Perhaps one would expect optimal storage if, in equilibrium, synapses were uniformly distributed, thus making equal use of all the states. However, the equilibrium weight distribution is peaked at both ends, and low and flat in the middle, π∝(1,f,f,…,f,1)T. The associated information is(17)and the corresponding time-constant for the SNR is given by . Importantly, the information grows linearly with the number of synaptic states. However, validity of these results requires fW to be small to enable series expansion in f, i.e. information is linear in W if .

In the sparse case there seems to be no simple optimal transfer matrix, even in the large n limit. However, we can infer a formula for IS from our analytic and numerical results. A formula consistent with the binary synapse information Equation 14, as well as the case of dense patterns, Equation 17 is(18)Assuming that this formula, as for the binary synapse, is the leading term in a series expansion in the parameters and , and that we need Wf+ and Wf small for it to be accurate, Equation 18 is valid when . We have confirmed from simulations that this formula is a good fit for a wide range of parameters, Figure 3.

Figure 3. Capacity of multi-state synapses.

Information storage capacity per synapse versus the number W of synaptic states, for dense (p = 0.5) and sparse (p = 0.05) coding. Lines show analytic results (when available), whilst points show numerical results. When the neuron has many synapses, the storage capacity initially increases with the number of synaptic states, but eventually saturates.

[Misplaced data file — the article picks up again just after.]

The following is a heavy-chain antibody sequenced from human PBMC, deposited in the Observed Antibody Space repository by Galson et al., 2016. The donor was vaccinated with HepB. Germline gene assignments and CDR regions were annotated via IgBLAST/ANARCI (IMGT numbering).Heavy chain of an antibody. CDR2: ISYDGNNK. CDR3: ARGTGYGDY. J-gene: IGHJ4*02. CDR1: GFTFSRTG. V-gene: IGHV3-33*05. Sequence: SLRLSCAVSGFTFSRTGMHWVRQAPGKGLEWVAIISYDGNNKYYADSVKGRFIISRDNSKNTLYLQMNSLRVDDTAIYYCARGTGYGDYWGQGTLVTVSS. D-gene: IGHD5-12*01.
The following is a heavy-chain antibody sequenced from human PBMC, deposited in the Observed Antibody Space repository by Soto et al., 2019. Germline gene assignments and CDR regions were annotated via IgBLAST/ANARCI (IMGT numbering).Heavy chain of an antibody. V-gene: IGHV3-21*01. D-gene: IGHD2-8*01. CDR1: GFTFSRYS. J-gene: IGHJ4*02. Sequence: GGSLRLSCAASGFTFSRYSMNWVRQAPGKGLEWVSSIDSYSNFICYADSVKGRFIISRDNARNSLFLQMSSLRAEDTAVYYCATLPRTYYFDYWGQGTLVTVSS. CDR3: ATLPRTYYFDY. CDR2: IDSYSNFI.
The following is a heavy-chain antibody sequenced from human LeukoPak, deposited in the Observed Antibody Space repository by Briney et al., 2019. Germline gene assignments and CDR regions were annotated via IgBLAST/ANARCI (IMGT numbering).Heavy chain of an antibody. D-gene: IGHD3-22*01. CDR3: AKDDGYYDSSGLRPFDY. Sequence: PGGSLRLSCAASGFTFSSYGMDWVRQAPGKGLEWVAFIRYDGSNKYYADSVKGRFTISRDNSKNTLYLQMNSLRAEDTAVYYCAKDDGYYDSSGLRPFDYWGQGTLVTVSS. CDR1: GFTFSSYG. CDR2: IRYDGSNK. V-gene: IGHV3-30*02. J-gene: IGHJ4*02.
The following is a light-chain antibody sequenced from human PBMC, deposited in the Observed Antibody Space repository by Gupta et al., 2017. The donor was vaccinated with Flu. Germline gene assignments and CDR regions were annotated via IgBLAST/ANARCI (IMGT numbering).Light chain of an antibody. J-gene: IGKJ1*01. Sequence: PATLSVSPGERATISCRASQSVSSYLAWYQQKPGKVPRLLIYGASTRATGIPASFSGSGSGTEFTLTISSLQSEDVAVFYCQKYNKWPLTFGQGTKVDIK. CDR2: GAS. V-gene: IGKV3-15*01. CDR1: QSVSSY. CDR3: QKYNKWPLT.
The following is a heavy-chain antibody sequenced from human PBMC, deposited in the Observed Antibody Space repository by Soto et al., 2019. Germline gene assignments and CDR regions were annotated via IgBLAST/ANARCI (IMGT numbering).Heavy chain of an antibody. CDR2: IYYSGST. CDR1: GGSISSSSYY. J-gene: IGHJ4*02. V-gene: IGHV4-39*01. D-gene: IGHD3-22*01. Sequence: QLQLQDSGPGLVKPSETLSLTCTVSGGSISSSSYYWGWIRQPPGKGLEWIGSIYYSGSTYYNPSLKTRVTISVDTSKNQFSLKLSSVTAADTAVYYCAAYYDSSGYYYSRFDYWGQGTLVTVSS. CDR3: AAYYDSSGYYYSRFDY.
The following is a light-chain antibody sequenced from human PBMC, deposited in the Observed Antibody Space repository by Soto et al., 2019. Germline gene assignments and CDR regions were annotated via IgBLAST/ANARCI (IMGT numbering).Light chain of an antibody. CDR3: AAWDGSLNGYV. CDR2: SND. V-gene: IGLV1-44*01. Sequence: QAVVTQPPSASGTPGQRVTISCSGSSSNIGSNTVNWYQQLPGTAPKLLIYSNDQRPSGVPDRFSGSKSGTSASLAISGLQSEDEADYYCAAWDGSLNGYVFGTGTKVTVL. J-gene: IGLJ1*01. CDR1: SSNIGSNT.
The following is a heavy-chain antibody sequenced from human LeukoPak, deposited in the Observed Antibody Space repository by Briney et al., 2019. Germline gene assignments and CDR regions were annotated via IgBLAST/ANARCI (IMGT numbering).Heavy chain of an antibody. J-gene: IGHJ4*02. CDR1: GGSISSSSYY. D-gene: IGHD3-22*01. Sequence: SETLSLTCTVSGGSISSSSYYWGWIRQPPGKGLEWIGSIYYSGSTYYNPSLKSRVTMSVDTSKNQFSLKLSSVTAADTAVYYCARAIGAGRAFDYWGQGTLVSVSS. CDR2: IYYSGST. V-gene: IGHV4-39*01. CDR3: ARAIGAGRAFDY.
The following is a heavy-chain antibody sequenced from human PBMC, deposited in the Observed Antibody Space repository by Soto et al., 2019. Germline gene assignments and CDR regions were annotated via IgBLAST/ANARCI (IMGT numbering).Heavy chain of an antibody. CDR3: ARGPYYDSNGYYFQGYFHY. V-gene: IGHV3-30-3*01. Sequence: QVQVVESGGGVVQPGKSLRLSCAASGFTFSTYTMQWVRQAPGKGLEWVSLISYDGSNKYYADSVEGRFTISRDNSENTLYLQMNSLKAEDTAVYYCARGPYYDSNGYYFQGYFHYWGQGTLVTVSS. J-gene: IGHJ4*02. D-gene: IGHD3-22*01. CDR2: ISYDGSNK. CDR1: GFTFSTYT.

For large W, or equivalently small n, the capacity saturates and becomes independent of W, see Figure 3. This is also observed with a number of different (sub-optimal) learning rules studied in [18]. These learning rules had the property that the product of initial SNR and the time-constant τ of SNR decay is independent of W. See Table 1 in [18] for this remarkable identity, noting that the SNR there equals its square root here, and that α = 1/W. For large W the initial SNR is small, and hence the information can be approximated as I∼ΣtSNR(0)exp(−t/τ)≈τ SNR(0). Also for the optimal learning rule studied here the information becomes independent of W, Figure 3.

Hard-bound learning rules.

Finally we study, for large n, the performance of a simple “hard-bound” learning rule, i.e. a learning rule that yields a uniform equilibrium weight distribution. Under this rule, whose SNR dynamics were previously studied in [18], a positive (negative) input gives one-step potentiation (depression) with probability f+ (f). I.e. , but . For W≥4 the optimal probabilities satisfy [18], for which(19)Here the latter approximation is for large W. The time-constant of the SNR decay is . This sub-optimal learning rule gives an information capacity of the same functional form as the optimal learning rule, but performs only 70% as well.

Given that simple stochastic learning performs almost as well as the optimal learning rule, we wondered how well a simple deterministic learning rule performs in comparison. In that case, synapses are always potentiated or depressed, there is no stochastic element, i.e. f+ = f = 1. One finds(20)The memory decay time here is τ = W2/π2. Although the information grows faster with W, the 1/n behavior means this performs much worse than optimal stochastic learning for any reasonable number of synapses. Interestingly, 1/n is the same decay as for the Willshaw net, suggesting that this is a general feature of deterministic learning rules.